Consumer financial products are innovating faster than anyone can keep up with them.
Every week I hear about dozens of new websites, apps, online pawnshops, and initial public offerings. Most are clunky, scammy, a waste of time.
A few, however, are products I’d strongly consider using myself. They’re fairly priced and address a genuine need.
Here are two recently introduced products that didn’t set off my bogus meter. If you have a mortgage or a taxable investment account, give them a look.
Harvest your losses with Wealthfront
If you have a taxable investment account (that is, stocks or bonds held outside a retirement account or 529 college savings plan), you’re probably overpaying — unless you take advantage of tax-loss harvesting.
Tax-loss harvesting (TLH) is a complicated-sounding term for a simple concept: if you buy an investment and it loses value, you’re entitled to deduct the loss (up to $3,000 per year) from your income or capital gains for tax purposes.
The (totally legal) trick is that you can sell the investment and immediately buy a very similar (but not identical) one and it’s still considered a loss.
For example, say you put $10,000 in Vanguard’s Total Stock Market Index Fund (VTSMX) fund on January 1. Partway through the year, you notice that it’s been a bear market and the value has dropped to $9,000.
You sell the fund, put the $9,000 into Vanguard’s S&P 500 fund (VFINX), and claim a $1,000 loss.
If you’re in the 25% tax bracket, you’ve just reduced your taxes by $250 without substantially changing your portfolio. (You can later exchange back into the original fund, but the IRS requires you to wait a month.)
You’re really deferring taxes, not avoiding them completely, but the goal is typically to defer taxes until you’re in a lower tax bracket in retirement or to eventually donate the investment to charity, which is tax-free.
All reputable financial advisors understand TLH and watch for opportunities to harvest losses.
If investing isn’t your full-time job, however, TLH is a pain: you have to watch the market closely enough to spot a loss big enough to make it worth your while, you have to be careful not to run afoul of the IRS’s “wash sale” rules (buying the same thing you just sold), and it’s a never-ending game.
Can’t we just get a computer to do it for us?
Absolutely, says Wealthfront, which introduced automated TLH last week. It’s available at no extra charge for accounts of $100,000 and up; Wealthfront’s annual fee is 0.25% of assets over $25,000, so a $100,000 account would pay $188.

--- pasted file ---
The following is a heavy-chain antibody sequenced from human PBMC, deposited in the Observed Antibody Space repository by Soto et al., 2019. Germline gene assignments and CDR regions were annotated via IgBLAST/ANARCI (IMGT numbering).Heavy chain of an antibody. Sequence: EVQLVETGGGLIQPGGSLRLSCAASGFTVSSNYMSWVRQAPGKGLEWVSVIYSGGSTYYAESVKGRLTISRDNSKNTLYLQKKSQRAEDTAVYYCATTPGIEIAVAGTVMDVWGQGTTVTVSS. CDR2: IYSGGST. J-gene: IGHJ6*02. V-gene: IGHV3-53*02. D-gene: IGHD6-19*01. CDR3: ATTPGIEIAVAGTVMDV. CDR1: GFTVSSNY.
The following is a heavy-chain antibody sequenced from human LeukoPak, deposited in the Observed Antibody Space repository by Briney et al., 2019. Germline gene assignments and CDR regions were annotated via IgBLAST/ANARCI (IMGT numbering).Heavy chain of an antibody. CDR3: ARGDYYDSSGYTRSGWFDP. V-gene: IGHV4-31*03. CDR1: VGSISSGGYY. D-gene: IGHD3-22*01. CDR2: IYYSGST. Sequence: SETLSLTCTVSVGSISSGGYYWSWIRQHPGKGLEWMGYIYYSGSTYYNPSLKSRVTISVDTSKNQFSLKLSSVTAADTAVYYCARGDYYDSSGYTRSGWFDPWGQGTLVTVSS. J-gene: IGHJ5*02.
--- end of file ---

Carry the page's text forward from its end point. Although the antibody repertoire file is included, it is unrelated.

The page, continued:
The software watches for TLH opportunities continuously, avoids wash sales, and sends you the proper paperwork at tax time.
Wealthfront (a Mint.com Ways to Invest partner) is an online portfolio management company that offers a simple portfolio of exchange-traded funds.
I like their product, but I’ve dinged them in the past for charging a fee for a service that is not fundamentally different from a cheaper target-date mutual fund.
If you have a large taxable account, however, that criticism is no longer valid: no target-date fund offers automated TLH and I think it’s worth what they’re charging.
Pay it down with MortgageNudge
Maybe you’ve taken my advice and are more focused on paying down your mortgage than building an investment portfolio. MortgageNudge has your back.
The brainchild of Certified Financial Planner, Don St. Clair, MortgageNudge puts together a customized mortgage payoff schedule based on the idea that it’s easier to commit to saving more in the future than it is today.
You tell the website your current mortgage balance and monthly payment and then specify how much you want to be “nudged.”
If you enter a $25 nudge, for example, you’ll pay an extra $25/month this year, $50/month next year, and $75/month the year after that. If that proves to be too optimistic, or not optimistic enough, or you refinance, you can always go in and change the settings.
Every time you move the Nudge slider, you’ll see immediately how long it will take to pay off your mortgage. A small nudge can have a surprisingly large effect.
MortgageNudge is really just a specialized calculator; it has no relationship with your bank and doesn’t actually modify your mortgage in any way.
So why pay $30/year for it when you could easily do this yourself for free?
Because MortgageNudge sends email reminders and has an official-looking website. That makes prepayment feel more required than optional, which means you’re more likely to get it done.
On the other hand, if you want to roll your own prepayment solution, DinkyTown.net just came out with a new version of their great online financial calculators.
The price? Free.
Matthew Amster-Burton is a personal finance columnist at Mint.com. Find him on Twitter @Mint_Mamster.